The national annual value of lightning-caused homeowners insurance claims in the years 2017-2019 averaged $915M (that is 915 Million USD) but more than doubled in 2020 to more than $2B (two billion USD), due to the 2020 lightning strikes in California.
According to Vaisala’s report, more than 170 million lightning events were detected nationally in 2020. This is actually a reduction from the 180 million annual average between the years 2015-2019.
Lightning is a dangerous and frequent weather hazard. It can be seen in heavy snowstorms, large hurricanes, and thunderstorms.
Lightning comes from thunderstorm clouds that are formed where there is a combination of conditions of upward air motion, convective instability, and moisture which may produce a deep cloud that reaches up to levels colder than freezing. These conditions are most often met in the warm seasons (spring, summer, and early autumn).
The highest frequency of cloud-to-ground lightning in the U.S is in Florida due to the large moisture content in the atmosphere at low levels and high surface temperatures. While Texas has the highest number of lightning events due to its size, Florida is the U.S lightning capital based on density.
The U.S western mountains also experience frequent lightning, the Gulf of Mexico coast and inland, and the southeast Atlantic coast.
Lightning Risk to Your Home
When lightning strikes, you should be safer indoors than out, hence the saying: “When thunder roars go indoors”. However, if your home is not properly protected, you are still at risk, even within your own home.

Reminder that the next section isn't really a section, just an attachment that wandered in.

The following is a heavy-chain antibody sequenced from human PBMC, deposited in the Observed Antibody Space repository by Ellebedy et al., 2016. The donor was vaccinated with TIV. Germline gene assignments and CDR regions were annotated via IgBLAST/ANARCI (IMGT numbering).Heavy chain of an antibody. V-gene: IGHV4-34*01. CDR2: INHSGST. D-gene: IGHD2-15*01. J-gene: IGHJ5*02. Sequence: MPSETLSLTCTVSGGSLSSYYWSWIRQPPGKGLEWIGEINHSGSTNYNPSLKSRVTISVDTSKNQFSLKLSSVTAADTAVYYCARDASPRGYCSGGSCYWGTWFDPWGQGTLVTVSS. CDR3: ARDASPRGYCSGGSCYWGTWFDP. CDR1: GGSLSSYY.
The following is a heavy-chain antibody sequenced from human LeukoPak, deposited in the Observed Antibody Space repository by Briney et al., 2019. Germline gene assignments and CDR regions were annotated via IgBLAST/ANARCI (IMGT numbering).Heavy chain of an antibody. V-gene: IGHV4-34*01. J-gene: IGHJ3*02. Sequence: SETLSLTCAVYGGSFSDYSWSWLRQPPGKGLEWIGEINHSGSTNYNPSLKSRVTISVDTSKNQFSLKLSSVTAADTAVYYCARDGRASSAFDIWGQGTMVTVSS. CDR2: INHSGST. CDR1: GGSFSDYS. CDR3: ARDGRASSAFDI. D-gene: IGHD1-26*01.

Lightning enters structures either by a direct strike, through wires/pipes that extend outside the structure, or through the ground. Once inside a structure, lightning can travel through the power, communication, and plumbing systems. Lightning can also travel through metal wires or bars in concrete walls or flooring. It can travel through utility transmission lines to nearby homes, and cause further damage to other homes in the neighborhood.
A direct lightning strike on a home can cause fire and explosions of flammable construction materials and can burn through wires and pipes. The shock waves from lightning strikes can fracture concrete walls, foundations, and glass. The electrical surge can travel through transmission lines, destroy your electric appliances and even damage the electricity in neighboring homes.
Insurance for Lightning Damages
Unlike other natural hazards such as floods or wildfires, there is no dedicated insurance policy for lightning. Fortunately, most homeowners insurance policies include coverage for damage caused by lightning.
Homeowners' insurance covers damage to the house structure from a direct strike, and personal property damage such as appliances and electronics, but only to the limits listed in the policy. Many insurance companies offer coverage for about 50 to 70 percent of the value of the items.
Your living expenses in case you need to temporarily move while your property is being repaired will be covered as well.